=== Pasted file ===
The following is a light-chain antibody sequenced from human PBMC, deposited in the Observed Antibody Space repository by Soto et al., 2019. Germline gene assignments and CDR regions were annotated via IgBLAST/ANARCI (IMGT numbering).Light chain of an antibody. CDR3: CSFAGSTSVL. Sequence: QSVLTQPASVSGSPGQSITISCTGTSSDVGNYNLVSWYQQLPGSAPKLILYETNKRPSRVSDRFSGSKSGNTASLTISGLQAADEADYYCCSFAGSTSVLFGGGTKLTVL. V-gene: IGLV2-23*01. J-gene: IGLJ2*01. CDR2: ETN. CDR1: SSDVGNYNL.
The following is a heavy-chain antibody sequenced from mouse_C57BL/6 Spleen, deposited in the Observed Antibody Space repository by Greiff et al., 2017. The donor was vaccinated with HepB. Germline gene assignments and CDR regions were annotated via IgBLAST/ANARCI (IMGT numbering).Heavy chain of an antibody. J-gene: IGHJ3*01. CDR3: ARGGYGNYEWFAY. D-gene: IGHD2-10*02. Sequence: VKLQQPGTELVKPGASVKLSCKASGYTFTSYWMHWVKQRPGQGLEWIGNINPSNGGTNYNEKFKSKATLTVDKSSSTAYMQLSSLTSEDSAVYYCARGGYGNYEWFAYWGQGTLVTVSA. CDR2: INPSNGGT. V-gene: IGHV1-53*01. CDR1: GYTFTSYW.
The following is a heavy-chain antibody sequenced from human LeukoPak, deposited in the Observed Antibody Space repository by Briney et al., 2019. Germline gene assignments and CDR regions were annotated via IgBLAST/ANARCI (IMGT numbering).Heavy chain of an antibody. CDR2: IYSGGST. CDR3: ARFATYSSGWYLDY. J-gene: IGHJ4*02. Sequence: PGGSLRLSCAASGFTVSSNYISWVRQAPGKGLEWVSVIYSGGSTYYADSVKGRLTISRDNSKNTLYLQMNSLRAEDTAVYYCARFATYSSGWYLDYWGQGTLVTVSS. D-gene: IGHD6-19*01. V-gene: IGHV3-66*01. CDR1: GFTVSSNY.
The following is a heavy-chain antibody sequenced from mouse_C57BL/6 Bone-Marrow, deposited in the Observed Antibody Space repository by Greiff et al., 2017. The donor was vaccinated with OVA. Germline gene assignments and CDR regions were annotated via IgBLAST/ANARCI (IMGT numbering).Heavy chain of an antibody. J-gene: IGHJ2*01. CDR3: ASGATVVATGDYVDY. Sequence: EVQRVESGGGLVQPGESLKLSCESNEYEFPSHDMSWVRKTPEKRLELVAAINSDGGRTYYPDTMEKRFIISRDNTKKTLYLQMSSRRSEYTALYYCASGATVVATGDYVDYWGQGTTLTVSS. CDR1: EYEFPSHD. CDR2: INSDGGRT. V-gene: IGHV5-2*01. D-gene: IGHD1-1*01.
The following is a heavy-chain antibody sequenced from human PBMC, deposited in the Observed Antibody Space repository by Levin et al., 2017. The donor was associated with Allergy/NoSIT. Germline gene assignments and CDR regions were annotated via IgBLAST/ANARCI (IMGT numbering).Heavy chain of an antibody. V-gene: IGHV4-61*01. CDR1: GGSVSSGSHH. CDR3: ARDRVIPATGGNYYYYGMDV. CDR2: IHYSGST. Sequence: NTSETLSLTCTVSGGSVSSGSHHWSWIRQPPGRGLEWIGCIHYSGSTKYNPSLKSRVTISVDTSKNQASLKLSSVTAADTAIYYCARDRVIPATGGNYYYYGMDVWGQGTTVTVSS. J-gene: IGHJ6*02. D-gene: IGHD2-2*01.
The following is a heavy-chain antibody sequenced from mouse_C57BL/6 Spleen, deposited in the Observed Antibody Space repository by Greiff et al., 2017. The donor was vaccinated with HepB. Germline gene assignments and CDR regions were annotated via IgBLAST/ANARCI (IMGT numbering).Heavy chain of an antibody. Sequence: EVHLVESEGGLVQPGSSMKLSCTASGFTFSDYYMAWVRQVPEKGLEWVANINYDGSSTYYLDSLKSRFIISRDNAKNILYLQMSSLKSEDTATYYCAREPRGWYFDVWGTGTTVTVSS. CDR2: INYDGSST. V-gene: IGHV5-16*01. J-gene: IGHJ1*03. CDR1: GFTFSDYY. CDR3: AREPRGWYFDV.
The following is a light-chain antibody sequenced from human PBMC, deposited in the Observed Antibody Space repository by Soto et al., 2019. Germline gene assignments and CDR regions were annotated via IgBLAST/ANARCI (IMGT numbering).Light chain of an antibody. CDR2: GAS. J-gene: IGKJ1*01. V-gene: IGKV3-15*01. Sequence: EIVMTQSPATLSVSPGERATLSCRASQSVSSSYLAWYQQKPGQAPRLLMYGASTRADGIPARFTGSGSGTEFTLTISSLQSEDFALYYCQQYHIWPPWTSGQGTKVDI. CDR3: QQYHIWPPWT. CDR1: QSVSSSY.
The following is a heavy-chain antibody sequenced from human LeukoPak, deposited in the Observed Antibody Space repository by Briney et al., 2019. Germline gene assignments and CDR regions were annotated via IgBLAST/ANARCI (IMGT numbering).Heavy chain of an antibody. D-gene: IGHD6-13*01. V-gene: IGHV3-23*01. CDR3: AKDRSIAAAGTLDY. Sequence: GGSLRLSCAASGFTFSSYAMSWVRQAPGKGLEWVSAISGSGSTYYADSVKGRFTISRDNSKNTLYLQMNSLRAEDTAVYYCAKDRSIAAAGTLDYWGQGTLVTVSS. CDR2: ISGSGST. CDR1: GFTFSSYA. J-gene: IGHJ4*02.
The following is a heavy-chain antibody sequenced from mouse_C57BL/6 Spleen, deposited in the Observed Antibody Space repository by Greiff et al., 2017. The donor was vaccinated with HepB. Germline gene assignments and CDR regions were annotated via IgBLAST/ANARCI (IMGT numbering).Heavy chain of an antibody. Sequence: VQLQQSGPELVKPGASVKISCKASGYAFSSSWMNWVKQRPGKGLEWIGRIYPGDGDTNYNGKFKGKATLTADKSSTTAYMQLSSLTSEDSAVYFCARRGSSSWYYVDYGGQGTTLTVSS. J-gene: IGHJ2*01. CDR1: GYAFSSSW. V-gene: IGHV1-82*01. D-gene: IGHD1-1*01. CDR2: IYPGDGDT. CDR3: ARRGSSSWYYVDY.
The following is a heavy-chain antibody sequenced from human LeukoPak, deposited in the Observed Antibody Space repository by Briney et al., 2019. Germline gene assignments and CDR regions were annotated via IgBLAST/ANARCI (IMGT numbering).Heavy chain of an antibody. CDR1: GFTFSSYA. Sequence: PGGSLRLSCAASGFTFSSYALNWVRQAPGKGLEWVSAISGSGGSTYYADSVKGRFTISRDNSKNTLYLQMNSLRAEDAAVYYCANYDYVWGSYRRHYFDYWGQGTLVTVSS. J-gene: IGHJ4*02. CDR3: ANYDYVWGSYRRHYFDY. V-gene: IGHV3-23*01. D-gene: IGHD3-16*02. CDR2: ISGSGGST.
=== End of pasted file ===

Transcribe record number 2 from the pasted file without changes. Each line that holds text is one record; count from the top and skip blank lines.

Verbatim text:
The following is a heavy-chain antibody sequenced from mouse_C57BL/6 Spleen, deposited in the Observed Antibody Space repository by Greiff et al., 2017. The donor was vaccinated with HepB. Germline gene assignments and CDR regions were annotated via IgBLAST/ANARCI (IMGT numbering).Heavy chain of an antibody. J-gene: IGHJ3*01. CDR3: ARGGYGNYEWFAY. D-gene: IGHD2-10*02. Sequence: VKLQQPGTELVKPGASVKLSCKASGYTFTSYWMHWVKQRPGQGLEWIGNINPSNGGTNYNEKFKSKATLTVDKSSSTAYMQLSSLTSEDSAVYYCARGGYGNYEWFAYWGQGTLVTVSA. CDR2: INPSNGGT. V-gene: IGHV1-53*01. CDR1: GYTFTSYW.